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Hopes for ceasefire in Ethiopia as Tigrayan forces ‘withdraw’ from regions



Tigrayan forces fighting the central government have withdrawn from neighbouring regions in Ethiopia’s north, a Tigrayan forces spokesman said on Monday, a step towards a possible ceasefire after major territorial gains by the Ethiopian military.

The 13-month-old war in Africa’s second most populous nation has destabilised an already fragile region, sent 60,000 refugees into Sudan, pulled Ethiopian soldiers away from war-ravaged Somalia and sucked in armed forces from neighbouring Eritrea.

“We have just completed the withdrawal of our forces from both Amhara and Afar regions,” said Getachew Reda, a spokesman for the Tigray People’s Liberation Front (TPLF), the political party controlling most of the northerly region of Tigray.

Writing on Twitter, Mr Getachew added that the TPLF hoped the pullout would induce the international community to put pressure on the governments of Ethiopia and neighbouring Eritrea, allies in the conflict, to cease military operations in Tigray.

TPLF head Debretsion Gebremichael called for a no-fly zone for hostile aircraft over Tigray, arms embargoes on Ethiopia and Eritrea, and a UN mechanism to verify that external armed forces have left Tigray – all requests that the Ethiopian government is likely to oppose.

“We trust that our bold act of withdrawal will be a decisive opening for peace,” wrote Debretsion Gebremichael, head of the rebellious Tigray People’s Liberation Front (TPLF), the political party controlling most of the northern region of Tigray.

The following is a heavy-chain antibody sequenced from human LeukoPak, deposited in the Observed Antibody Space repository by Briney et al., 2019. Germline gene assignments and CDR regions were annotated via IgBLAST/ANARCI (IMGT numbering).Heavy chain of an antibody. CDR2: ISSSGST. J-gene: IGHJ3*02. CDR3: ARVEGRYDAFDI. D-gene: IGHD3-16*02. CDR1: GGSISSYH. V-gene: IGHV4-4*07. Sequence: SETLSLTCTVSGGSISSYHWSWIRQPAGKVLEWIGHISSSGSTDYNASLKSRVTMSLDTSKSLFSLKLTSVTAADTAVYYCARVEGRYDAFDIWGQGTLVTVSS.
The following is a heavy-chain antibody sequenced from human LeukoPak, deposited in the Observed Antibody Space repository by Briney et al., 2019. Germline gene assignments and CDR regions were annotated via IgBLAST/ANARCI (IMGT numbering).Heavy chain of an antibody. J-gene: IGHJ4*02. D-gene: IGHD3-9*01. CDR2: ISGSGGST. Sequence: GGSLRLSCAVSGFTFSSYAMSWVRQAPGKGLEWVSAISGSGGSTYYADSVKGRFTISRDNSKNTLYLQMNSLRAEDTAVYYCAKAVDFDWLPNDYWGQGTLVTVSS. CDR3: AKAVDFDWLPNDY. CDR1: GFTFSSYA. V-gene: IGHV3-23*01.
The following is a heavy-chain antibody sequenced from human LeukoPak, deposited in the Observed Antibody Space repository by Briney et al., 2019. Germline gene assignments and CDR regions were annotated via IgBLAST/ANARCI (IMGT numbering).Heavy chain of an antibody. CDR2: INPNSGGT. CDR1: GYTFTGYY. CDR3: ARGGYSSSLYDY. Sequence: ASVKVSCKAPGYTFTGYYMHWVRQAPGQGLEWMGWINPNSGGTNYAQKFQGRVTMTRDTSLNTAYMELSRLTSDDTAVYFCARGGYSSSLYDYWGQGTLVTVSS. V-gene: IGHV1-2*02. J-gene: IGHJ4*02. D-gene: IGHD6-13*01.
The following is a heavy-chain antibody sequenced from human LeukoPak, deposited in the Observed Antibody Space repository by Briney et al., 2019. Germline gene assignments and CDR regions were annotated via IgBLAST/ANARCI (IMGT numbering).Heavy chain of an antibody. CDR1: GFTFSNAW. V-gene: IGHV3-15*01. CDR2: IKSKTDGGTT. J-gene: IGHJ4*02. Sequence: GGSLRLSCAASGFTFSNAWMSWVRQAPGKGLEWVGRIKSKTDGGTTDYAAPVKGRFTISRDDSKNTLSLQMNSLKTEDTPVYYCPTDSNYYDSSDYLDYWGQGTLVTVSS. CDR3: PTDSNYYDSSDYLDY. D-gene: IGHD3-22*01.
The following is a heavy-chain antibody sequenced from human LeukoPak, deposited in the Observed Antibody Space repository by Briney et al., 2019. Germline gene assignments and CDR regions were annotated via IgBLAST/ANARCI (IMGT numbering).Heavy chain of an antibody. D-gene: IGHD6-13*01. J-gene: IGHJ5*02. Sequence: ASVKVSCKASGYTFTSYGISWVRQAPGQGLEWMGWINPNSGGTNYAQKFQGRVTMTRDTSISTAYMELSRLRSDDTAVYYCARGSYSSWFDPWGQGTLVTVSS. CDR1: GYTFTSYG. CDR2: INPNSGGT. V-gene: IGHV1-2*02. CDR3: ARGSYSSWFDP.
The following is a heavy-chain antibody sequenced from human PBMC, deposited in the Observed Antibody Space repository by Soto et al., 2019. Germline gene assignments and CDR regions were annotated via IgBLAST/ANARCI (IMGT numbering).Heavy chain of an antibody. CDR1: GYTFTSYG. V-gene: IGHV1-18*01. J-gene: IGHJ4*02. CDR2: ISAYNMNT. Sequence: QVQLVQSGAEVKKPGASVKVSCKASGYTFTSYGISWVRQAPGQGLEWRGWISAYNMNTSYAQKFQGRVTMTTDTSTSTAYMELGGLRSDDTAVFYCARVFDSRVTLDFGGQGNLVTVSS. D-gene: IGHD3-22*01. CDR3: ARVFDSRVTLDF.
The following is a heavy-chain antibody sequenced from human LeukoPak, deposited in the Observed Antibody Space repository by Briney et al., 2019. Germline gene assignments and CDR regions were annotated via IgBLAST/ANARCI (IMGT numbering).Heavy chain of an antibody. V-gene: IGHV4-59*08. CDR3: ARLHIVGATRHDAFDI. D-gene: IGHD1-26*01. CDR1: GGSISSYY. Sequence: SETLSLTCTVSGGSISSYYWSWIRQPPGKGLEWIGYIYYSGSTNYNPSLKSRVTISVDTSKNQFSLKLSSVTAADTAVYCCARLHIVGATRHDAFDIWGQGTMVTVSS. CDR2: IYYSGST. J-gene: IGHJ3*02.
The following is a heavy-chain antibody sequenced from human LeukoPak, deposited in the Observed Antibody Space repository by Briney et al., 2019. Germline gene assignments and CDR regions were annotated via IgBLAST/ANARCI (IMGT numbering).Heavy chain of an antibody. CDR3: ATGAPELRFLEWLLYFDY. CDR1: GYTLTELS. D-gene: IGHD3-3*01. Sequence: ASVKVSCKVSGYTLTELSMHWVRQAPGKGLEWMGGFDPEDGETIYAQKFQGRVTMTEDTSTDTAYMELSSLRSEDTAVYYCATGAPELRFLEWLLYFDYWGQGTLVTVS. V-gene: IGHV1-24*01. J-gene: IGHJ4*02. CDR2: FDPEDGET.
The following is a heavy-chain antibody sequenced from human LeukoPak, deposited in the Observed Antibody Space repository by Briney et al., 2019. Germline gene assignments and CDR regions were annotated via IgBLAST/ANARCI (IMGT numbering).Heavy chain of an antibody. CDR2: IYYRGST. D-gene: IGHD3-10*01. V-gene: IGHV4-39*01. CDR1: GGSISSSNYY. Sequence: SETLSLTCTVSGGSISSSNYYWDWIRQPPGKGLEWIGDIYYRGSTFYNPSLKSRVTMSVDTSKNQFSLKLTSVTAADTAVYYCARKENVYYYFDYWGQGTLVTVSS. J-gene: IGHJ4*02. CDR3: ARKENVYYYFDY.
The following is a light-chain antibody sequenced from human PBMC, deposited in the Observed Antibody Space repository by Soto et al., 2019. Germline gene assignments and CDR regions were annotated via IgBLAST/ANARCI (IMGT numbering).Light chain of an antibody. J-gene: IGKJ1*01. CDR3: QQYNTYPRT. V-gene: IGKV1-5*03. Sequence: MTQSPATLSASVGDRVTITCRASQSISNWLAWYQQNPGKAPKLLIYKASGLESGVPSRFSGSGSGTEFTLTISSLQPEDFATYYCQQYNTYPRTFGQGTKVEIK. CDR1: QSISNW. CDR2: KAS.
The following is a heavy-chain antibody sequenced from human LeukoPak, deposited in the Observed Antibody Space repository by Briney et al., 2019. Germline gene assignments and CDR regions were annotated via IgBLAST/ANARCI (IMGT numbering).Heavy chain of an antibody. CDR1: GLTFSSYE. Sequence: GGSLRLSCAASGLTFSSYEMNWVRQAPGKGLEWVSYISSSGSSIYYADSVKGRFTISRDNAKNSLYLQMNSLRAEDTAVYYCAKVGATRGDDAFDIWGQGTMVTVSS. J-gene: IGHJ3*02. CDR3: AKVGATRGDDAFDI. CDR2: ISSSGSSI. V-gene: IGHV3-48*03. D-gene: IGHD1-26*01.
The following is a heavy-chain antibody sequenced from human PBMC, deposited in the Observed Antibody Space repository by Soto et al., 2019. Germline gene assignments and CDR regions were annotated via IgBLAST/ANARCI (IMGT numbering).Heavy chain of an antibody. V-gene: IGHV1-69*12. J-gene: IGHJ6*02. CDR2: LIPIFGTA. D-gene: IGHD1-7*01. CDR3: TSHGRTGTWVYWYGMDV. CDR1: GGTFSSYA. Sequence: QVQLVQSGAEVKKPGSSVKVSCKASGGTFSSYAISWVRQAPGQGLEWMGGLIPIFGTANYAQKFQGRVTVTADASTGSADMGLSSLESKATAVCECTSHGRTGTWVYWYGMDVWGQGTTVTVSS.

Ethiopian government spokesperson Legesse Tulu and the prime minister’s spokesperson, Billene Seyoum, did not immediately respond to requests for comment.

Thousands of civilians have been killed as a result of the conflict, around 400,000 are facing famine in Tigray and 9.4 million people need food aid across northern Ethiopia.

Mr Debretsion said he hoped the Tigrayan withdrawal would force the international community to ensure that food aid could enter Tigray.

The United Nations has previously accused the government of operating a de facto blockade – a charge Addis Ababa has denied. RARE OPPORTUNITY FOR PEACE

The TPLF accuses Mr Abiy of wanting to centralise power at the expense of Ethiopia’s regions. Mr Abiy denies the accusation. Mr Abiy, whose appointment in 2018 brought nearly three decades of TPLF dominance over Ethiopia to an end, says the TPLF wanted to hang onto central power – something the Tigrayan leadership denies.

Will Davison, senior analyst for Ethiopia at the International Crisis Group think tank, said the TPLF letter represented a “significant opportunity for peace talks”.

“There are reasons to think this rare opportunity might lead to a peace process and cessation of hostilities,” he said.

A significant shift in the Tigrayan position, he said, was the abandonment of their demand that hostile forces withdraw from Western Tigray as a precondition for peace talks, as well as a concession that this could come about as part of an internationally backed peace process.

Any Tigrayan demands to keep their forces intact might be hard for the Ethiopian government to swallow, he said, but a gradual process might be possible. He added that other trust-building measures might be under way, such as the federal government releasing jailed political leaders. – Reuters



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